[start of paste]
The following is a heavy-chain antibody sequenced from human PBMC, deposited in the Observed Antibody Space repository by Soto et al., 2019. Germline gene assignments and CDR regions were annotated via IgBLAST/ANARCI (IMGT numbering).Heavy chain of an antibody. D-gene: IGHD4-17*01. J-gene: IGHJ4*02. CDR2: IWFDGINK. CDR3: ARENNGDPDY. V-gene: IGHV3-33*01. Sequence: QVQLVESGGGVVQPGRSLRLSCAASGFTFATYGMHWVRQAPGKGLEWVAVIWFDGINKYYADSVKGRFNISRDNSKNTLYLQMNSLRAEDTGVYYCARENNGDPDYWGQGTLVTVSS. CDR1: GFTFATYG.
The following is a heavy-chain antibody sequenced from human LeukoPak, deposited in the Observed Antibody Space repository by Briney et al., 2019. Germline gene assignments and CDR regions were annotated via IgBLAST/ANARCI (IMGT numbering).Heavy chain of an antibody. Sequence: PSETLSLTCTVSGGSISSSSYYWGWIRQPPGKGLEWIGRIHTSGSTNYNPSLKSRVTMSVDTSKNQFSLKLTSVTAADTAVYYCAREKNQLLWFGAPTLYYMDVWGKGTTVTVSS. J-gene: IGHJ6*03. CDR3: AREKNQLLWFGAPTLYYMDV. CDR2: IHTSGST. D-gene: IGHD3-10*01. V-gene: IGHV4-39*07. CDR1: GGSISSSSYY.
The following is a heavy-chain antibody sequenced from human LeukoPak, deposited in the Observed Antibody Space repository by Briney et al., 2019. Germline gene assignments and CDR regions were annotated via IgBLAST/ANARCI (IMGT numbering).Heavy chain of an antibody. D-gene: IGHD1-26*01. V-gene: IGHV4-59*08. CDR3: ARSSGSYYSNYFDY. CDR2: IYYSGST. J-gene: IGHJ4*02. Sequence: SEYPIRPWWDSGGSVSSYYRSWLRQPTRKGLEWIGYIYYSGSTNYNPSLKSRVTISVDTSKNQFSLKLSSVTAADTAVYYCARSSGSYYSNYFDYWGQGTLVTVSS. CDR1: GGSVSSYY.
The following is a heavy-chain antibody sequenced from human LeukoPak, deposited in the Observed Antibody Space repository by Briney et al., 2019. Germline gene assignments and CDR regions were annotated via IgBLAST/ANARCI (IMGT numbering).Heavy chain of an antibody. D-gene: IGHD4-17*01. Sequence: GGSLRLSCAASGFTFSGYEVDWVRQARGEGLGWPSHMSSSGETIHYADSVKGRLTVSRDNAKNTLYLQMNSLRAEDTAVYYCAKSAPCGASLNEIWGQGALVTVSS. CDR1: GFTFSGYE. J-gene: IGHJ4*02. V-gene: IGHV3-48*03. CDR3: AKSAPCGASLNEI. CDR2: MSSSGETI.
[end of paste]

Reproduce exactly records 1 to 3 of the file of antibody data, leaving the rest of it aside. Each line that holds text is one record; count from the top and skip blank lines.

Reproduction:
The following is a heavy-chain antibody sequenced from human PBMC, deposited in the Observed Antibody Space repository by Soto et al., 2019. Germline gene assignments and CDR regions were annotated via IgBLAST/ANARCI (IMGT numbering).Heavy chain of an antibody. D-gene: IGHD4-17*01. J-gene: IGHJ4*02. CDR2: IWFDGINK. CDR3: ARENNGDPDY. V-gene: IGHV3-33*01. Sequence: QVQLVESGGGVVQPGRSLRLSCAASGFTFATYGMHWVRQAPGKGLEWVAVIWFDGINKYYADSVKGRFNISRDNSKNTLYLQMNSLRAEDTGVYYCARENNGDPDYWGQGTLVTVSS. CDR1: GFTFATYG.
The following is a heavy-chain antibody sequenced from human LeukoPak, deposited in the Observed Antibody Space repository by Briney et al., 2019. Germline gene assignments and CDR regions were annotated via IgBLAST/ANARCI (IMGT numbering).Heavy chain of an antibody. Sequence: PSETLSLTCTVSGGSISSSSYYWGWIRQPPGKGLEWIGRIHTSGSTNYNPSLKSRVTMSVDTSKNQFSLKLTSVTAADTAVYYCAREKNQLLWFGAPTLYYMDVWGKGTTVTVSS. J-gene: IGHJ6*03. CDR3: AREKNQLLWFGAPTLYYMDV. CDR2: IHTSGST. D-gene: IGHD3-10*01. V-gene: IGHV4-39*07. CDR1: GGSISSSSYY.
The following is a heavy-chain antibody sequenced from human LeukoPak, deposited in the Observed Antibody Space repository by Briney et al., 2019. Germline gene assignments and CDR regions were annotated via IgBLAST/ANARCI (IMGT numbering).Heavy chain of an antibody. D-gene: IGHD1-26*01. V-gene: IGHV4-59*08. CDR3: ARSSGSYYSNYFDY. CDR2: IYYSGST. J-gene: IGHJ4*02. Sequence: SEYPIRPWWDSGGSVSSYYRSWLRQPTRKGLEWIGYIYYSGSTNYNPSLKSRVTISVDTSKNQFSLKLSSVTAADTAVYYCARSSGSYYSNYFDYWGQGTLVTVSS. CDR1: GGSVSSYY.